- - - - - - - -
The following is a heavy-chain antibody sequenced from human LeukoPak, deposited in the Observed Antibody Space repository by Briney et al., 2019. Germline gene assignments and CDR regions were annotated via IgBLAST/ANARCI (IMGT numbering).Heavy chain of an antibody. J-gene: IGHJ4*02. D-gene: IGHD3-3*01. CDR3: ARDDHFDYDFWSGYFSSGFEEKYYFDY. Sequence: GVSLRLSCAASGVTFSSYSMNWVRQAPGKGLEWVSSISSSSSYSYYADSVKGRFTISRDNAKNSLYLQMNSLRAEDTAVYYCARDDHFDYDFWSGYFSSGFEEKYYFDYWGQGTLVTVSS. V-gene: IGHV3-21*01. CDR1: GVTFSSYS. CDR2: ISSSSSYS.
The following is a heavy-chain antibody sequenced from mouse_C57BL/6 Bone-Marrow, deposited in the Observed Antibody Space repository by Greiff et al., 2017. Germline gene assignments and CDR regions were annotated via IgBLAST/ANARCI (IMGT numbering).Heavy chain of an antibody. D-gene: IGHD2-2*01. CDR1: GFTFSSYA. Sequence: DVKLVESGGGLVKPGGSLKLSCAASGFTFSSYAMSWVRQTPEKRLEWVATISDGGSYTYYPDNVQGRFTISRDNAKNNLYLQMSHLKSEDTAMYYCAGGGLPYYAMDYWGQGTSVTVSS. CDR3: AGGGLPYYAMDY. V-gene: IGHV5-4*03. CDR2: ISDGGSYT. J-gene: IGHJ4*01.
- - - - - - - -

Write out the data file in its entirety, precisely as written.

The following is a heavy-chain antibody sequenced from human LeukoPak, deposited in the Observed Antibody Space repository by Briney et al., 2019. Germline gene assignments and CDR regions were annotated via IgBLAST/ANARCI (IMGT numbering).Heavy chain of an antibody. J-gene: IGHJ4*02. D-gene: IGHD3-3*01. CDR3: ARDDHFDYDFWSGYFSSGFEEKYYFDY. Sequence: GVSLRLSCAASGVTFSSYSMNWVRQAPGKGLEWVSSISSSSSYSYYADSVKGRFTISRDNAKNSLYLQMNSLRAEDTAVYYCARDDHFDYDFWSGYFSSGFEEKYYFDYWGQGTLVTVSS. V-gene: IGHV3-21*01. CDR1: GVTFSSYS. CDR2: ISSSSSYS.
The following is a heavy-chain antibody sequenced from mouse_C57BL/6 Bone-Marrow, deposited in the Observed Antibody Space repository by Greiff et al., 2017. Germline gene assignments and CDR regions were annotated via IgBLAST/ANARCI (IMGT numbering).Heavy chain of an antibody. D-gene: IGHD2-2*01. CDR1: GFTFSSYA. Sequence: DVKLVESGGGLVKPGGSLKLSCAASGFTFSSYAMSWVRQTPEKRLEWVATISDGGSYTYYPDNVQGRFTISRDNAKNNLYLQMSHLKSEDTAMYYCAGGGLPYYAMDYWGQGTSVTVSS. CDR3: AGGGLPYYAMDY. V-gene: IGHV5-4*03. CDR2: ISDGGSYT. J-gene: IGHJ4*01.